See a few photos of Sonny James in Dallas at here (click thumbnails for larger images — the photo of Sonny sitting in the wings watching Elvis on stage at the Big D Jamboree is pretty great!).

A couple of good articles about Sonny James’ time in Dallas (written while he still considered himself a resident of the city) can be found in the Dallas Morning News archives:

  • “Success Won’t Spoil Mr. James” by Tony Zoppi in his “Dallas After Dark” column (DMN, Feb. 10, 1957)
  • “Sonny Snubs That Las Vegas ‘Loot'” by, of all people, Frank X. Tolbert in his “Tolbert’s Texas” column (May 13, 1957), in which Sonny — fresh off his 2.5-million-selling “Young Love” hit — talked about having a clause in contracts saying he would not perform in places with drinking, “clinch dancing,” and gambling, mostly because he did not want to exclude his teenage fans from being able to see him perform.

A good interview with Sonny James — packed with photos — appeared in the January, 1958 issue of TV Radio Mirror, a full scan of which you can find here. Even after he had hit the mega-big-time, Sonny said he continued to keep an apartment in Dallas. In the story there is a photo of his Dallas girlfriend, Doris Farmer (née Shrode) — she and Sonny took out a marriage license in July, 1957 (seen here) — I’m not sure when they married, but Sonny and Doris were happily married until Sonny’s death, almost 60 years.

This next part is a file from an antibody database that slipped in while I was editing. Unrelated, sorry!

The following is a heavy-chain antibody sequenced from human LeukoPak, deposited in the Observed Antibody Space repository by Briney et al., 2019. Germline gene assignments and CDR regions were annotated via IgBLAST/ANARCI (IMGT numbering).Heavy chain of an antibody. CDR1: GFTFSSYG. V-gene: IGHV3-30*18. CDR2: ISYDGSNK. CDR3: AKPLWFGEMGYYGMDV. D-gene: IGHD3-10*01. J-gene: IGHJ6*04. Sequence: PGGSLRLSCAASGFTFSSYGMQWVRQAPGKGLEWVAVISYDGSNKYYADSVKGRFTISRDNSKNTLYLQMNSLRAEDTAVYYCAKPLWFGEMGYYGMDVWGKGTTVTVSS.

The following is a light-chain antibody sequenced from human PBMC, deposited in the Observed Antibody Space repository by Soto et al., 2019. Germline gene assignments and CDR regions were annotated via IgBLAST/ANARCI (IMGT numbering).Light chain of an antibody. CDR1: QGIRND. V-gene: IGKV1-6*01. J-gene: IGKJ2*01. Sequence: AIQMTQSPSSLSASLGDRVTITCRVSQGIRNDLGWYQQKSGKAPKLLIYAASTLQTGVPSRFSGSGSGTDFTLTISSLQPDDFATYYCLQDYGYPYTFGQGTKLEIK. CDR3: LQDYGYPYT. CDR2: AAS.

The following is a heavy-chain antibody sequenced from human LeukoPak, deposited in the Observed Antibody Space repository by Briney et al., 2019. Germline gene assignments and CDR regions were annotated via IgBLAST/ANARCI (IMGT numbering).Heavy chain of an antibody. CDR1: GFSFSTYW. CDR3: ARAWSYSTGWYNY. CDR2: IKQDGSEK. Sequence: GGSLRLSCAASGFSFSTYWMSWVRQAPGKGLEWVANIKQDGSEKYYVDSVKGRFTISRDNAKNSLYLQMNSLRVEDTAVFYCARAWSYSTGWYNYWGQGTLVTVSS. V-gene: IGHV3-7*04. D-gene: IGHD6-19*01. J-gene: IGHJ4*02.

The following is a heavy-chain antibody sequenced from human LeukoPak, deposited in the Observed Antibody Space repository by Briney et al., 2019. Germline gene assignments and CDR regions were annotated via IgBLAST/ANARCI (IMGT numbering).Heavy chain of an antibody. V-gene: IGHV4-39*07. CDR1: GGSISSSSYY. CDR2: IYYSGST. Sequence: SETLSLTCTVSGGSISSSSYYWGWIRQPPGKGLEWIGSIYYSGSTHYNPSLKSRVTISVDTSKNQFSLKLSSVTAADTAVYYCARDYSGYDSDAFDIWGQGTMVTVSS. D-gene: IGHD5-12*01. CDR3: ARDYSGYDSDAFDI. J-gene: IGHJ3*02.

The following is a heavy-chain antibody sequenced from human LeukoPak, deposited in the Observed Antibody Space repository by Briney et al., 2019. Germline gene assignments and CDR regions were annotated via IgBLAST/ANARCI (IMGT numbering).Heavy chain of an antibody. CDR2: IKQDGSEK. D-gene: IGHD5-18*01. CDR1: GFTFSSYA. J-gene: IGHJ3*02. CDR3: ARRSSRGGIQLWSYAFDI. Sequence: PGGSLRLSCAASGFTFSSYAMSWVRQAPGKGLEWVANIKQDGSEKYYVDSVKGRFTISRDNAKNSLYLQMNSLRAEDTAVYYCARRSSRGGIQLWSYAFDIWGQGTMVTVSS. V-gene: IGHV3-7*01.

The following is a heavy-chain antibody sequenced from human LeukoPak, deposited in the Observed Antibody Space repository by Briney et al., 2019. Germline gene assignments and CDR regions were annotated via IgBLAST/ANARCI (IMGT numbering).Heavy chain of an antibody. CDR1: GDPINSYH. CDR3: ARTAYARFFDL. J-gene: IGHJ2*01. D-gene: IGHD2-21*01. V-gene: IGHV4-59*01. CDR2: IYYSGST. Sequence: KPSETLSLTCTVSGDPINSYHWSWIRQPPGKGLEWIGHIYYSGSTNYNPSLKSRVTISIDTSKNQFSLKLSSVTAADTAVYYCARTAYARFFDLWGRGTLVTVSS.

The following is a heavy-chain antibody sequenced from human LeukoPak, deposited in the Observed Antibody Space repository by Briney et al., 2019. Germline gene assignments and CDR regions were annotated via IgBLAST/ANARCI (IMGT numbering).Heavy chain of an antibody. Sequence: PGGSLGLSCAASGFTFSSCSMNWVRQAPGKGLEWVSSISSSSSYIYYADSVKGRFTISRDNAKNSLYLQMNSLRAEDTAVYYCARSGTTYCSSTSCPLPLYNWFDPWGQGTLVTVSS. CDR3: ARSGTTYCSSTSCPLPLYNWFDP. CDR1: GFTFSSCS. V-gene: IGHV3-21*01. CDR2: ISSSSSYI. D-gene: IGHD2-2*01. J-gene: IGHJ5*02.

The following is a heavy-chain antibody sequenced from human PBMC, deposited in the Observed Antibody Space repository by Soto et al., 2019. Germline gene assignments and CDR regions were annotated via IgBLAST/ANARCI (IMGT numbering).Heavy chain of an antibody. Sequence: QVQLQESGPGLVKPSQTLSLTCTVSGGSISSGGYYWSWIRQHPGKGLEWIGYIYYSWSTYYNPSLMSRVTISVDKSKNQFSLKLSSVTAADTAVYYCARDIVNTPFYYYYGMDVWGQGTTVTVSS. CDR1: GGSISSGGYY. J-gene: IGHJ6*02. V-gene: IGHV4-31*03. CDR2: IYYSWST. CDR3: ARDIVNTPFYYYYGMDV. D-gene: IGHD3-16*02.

Another performer who lived in the DFW area at the same time as Sonny James and who was also on the cusp of national stardom was Pat Boone, who had his own show on WBAP while attending college in Denton. Sonny and Pat were friends and even appeared on a few bills together. They were both also members of the Church of Christ, which both no doubt felt was an important bond. I wrote about Pat Boone’s time in DFW in the Flashback Dallas post “Pat Boone, Host of Channel 5’s ‘Teen Times’ — 1954,” here.


Copyright © 2016 Paula Bosse. All Rights Reserved.